Acceptance in human psychology is a person's assent to the reality of a situation, recognizing a process or condition (often a negative or uncomfortable situation) without attempting to change it, protest.
How can one word have so much meaning behind it, while simultaneously, holding completely different implications to different people? The purpose of this blog is not to discuss acceptance as it relates to the college admission office, a particular group of people you wish to befriend, or waiting to find out if you qualify for government assistance or not. The way in which we are discussing acceptance is how it applies to one’s recovery from drug and/or alcohol addiction.
Early in recovery, right in those first days in which uneasiness and uncomfortability pair together to form a seemingly eternal friendship in the forefront of your mind, a person’s focus is constantly being redirected to learning the concept of acceptance. But what should that person accept? A person? A situation? The idea of this blog is to discuss how the concept of acceptance in recovery initially focuses on a very particular aspect of one’s life and then gradually progresses outwards until acceptance is being utilized throughout all aspects of that person’s life.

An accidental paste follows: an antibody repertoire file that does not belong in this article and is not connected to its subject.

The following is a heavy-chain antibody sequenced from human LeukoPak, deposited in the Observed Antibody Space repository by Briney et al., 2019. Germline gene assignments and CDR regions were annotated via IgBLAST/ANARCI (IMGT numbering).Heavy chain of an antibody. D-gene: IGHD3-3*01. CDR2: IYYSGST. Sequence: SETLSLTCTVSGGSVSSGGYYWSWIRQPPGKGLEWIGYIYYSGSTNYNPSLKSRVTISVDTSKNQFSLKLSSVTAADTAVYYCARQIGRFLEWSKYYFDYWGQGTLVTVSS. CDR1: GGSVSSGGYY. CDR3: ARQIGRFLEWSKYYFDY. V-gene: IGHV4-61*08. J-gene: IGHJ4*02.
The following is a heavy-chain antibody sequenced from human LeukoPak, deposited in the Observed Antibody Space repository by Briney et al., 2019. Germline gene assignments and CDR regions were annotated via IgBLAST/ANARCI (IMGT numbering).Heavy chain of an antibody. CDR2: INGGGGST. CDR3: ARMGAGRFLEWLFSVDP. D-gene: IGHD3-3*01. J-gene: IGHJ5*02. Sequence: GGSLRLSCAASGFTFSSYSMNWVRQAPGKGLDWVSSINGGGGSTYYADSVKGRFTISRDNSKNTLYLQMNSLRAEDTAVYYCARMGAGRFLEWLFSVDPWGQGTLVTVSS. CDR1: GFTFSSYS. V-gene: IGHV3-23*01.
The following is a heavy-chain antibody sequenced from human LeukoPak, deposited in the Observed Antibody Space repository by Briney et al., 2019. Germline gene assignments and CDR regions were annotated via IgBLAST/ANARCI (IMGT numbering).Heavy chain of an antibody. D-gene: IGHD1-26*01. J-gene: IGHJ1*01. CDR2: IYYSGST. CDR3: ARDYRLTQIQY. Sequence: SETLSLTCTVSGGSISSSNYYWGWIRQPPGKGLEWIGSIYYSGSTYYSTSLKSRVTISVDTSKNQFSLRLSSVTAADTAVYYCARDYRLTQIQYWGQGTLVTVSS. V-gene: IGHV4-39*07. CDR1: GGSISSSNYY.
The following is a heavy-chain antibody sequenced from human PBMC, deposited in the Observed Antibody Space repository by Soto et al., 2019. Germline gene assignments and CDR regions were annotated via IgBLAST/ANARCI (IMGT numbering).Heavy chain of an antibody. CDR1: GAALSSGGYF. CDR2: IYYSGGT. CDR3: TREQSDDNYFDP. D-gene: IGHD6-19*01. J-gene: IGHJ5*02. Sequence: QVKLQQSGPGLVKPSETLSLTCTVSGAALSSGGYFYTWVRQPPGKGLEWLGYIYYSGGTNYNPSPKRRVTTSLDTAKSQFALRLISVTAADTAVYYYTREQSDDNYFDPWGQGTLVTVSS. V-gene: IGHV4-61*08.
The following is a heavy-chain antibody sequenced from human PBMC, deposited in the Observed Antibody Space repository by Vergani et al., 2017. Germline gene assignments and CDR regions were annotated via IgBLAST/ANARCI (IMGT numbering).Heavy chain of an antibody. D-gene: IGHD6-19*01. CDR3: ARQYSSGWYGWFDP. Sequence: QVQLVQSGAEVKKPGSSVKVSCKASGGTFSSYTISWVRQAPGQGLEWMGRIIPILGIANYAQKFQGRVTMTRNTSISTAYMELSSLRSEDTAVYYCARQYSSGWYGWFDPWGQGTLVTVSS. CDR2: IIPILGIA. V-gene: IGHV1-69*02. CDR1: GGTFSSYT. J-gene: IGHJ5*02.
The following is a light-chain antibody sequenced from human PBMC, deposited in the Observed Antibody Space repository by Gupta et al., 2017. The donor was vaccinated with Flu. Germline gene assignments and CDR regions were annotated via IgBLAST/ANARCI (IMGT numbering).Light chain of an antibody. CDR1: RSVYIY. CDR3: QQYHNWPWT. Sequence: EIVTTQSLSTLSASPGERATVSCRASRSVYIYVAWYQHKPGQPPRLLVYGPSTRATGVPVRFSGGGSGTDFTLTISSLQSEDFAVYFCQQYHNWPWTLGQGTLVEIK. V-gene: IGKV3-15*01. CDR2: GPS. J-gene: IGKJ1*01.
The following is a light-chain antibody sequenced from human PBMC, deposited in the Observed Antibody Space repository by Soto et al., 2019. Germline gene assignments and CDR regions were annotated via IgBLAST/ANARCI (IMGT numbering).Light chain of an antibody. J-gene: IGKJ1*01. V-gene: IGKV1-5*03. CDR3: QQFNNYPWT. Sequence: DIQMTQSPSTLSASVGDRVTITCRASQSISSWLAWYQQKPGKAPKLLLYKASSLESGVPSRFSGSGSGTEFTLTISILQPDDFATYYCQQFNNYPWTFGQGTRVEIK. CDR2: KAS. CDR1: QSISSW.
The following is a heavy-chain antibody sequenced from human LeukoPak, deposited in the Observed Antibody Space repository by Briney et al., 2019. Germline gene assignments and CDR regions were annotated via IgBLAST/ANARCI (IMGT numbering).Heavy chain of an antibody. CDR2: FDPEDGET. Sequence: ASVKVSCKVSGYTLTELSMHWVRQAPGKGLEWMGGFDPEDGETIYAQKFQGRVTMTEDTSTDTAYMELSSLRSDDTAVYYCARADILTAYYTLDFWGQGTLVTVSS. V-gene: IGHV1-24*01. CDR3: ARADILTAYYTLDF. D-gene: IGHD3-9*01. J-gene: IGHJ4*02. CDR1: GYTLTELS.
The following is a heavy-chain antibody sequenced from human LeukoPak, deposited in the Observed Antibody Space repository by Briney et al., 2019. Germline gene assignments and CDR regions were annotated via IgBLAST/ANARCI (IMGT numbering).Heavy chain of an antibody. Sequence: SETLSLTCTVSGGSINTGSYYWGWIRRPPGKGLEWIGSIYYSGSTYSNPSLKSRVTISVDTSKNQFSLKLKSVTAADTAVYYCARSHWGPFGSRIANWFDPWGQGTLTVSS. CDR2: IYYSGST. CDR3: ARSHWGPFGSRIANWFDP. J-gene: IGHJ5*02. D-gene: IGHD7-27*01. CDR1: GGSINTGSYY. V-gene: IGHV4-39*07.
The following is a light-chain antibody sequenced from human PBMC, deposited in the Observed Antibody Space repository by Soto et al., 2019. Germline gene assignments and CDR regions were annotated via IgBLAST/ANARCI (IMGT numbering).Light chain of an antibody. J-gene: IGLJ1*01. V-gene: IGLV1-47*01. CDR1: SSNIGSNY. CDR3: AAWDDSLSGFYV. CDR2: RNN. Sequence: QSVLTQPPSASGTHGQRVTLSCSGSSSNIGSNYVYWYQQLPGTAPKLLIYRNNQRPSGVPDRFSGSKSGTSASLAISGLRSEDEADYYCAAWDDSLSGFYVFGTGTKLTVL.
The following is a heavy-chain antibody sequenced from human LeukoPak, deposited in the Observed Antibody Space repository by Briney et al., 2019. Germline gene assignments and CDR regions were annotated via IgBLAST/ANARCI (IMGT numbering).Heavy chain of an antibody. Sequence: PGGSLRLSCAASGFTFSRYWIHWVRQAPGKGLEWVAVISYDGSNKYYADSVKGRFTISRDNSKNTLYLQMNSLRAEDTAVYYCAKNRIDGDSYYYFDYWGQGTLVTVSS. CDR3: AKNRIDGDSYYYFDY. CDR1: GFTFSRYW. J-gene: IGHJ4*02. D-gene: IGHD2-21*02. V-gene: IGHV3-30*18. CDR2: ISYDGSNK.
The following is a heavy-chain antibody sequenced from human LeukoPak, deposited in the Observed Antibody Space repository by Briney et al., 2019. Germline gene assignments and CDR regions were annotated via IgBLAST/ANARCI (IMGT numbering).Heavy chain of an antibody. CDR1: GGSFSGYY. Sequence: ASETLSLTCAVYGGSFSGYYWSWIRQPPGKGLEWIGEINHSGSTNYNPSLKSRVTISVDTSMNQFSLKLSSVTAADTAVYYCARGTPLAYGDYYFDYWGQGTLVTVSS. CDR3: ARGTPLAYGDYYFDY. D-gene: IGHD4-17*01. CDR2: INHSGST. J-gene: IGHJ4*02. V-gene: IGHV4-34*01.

Early recovery (the first 3-12months or longer, depending on the person) the question often arises “Why me?” People tend to be hyper-focused on understanding why they were blessed with the disease of addiction. They mull over and revisit every decision they have ever made that could have possibly led them to the quandary they are currently finding themselves in. Members of Alcoholics Anonymous (a support group based around the 12-steps) who have encountered these people that are questioning the reasoning behind their alcoholism would typically introduce the concept of acceptance as an indirect answer to their query. Often these ‘newcomers’ are suggested to read page 417 of the Alcoholics Anonymous Big Book, which states: